Power Reading Talk
How you can help at home: Ask your child lots of questions to build his understanding of what he is reading.
By Jennifer Thompson, Consulting Educator
This activity helps build your child's reading comprehension strategies. People underestimate the power of talk, when reading with a child. In the classroom it is the most powerful tool that we as teachers have to direct thinking. So, as parents, you can continue to reinforce this at home, by coaching your child with positive statements, by questioning and using the 5 W's and H (who, what, where, why, when and how) and by modeling your thinking out loud as you read. "This reminds me of..." Or predicting what will happen next, using evidence from the text.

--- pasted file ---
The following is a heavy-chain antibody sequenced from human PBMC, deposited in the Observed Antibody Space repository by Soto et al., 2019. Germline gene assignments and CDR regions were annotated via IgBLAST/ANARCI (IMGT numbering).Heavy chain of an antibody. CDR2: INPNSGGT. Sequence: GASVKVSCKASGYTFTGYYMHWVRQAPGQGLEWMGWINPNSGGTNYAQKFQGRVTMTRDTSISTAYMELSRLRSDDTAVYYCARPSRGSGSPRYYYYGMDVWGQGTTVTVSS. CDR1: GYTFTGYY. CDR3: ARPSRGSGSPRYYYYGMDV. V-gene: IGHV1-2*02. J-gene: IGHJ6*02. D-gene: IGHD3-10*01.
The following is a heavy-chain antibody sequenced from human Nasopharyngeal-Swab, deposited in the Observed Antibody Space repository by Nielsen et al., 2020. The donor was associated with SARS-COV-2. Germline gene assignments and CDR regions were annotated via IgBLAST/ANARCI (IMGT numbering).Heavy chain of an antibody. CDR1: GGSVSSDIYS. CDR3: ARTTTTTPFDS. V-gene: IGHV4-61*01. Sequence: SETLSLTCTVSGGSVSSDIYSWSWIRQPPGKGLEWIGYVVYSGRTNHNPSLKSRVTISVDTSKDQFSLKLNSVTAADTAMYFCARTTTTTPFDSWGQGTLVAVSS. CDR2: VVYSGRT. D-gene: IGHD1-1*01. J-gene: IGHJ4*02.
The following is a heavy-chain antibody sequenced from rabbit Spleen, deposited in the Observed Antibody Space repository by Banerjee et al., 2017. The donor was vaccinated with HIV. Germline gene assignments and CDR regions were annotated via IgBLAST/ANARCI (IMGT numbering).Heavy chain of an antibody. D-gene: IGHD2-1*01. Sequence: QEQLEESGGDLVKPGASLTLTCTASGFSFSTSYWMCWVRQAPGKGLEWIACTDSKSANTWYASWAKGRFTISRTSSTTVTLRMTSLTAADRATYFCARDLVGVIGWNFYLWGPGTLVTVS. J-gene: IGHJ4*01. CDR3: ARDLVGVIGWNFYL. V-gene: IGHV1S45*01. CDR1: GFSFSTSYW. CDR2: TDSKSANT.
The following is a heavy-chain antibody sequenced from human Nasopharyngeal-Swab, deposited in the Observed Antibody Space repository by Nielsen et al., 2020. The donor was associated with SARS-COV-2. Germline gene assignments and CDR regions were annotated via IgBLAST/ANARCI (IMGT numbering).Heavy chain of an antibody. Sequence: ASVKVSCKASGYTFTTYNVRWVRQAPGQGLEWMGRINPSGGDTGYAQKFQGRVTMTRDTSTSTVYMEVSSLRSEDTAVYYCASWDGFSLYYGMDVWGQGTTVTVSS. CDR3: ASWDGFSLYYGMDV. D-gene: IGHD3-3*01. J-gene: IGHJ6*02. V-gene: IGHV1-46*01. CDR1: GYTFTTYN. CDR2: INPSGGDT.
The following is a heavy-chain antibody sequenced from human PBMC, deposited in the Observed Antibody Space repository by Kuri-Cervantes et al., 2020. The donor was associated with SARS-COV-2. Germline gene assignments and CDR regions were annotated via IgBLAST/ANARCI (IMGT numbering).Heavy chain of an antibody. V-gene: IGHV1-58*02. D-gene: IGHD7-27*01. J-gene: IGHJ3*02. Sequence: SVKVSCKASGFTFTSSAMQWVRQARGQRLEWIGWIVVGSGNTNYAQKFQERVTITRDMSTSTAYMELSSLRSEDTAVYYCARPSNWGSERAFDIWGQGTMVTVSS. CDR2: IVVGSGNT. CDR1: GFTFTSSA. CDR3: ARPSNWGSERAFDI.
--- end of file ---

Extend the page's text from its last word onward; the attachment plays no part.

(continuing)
What You'll Need:
- Books on your child's reading level and interest level
Here's How To Do It
Create a quiet, distraction-free reading environment that has a special time and place for you and your child to read together, on a nightly basis. Choose a book appropriate to your child's reading level, and keep in mind that even if your child can read every word correctly in the book, he may not understand the story.
Start by reading aloud to your child and modeling the strategies you use to comprehend. Discuss the story, helping your child connect his own experiences to events or characters in the book. Pause as you read and make predictions about what you think might happen next. Discuss evidence from the book that supports your prediction, and read on to see if you can confirm or disprove your prediction. Ask questions periodically while you read, such as, "Why do you think the character did that?" "What seems to be the problem in the story?" "How do you think the problem will be solved?" With practice, these strategies should become automatic for your child.
Jennifer Thompson is an award-winning reading specialist. She teaches in Virginia.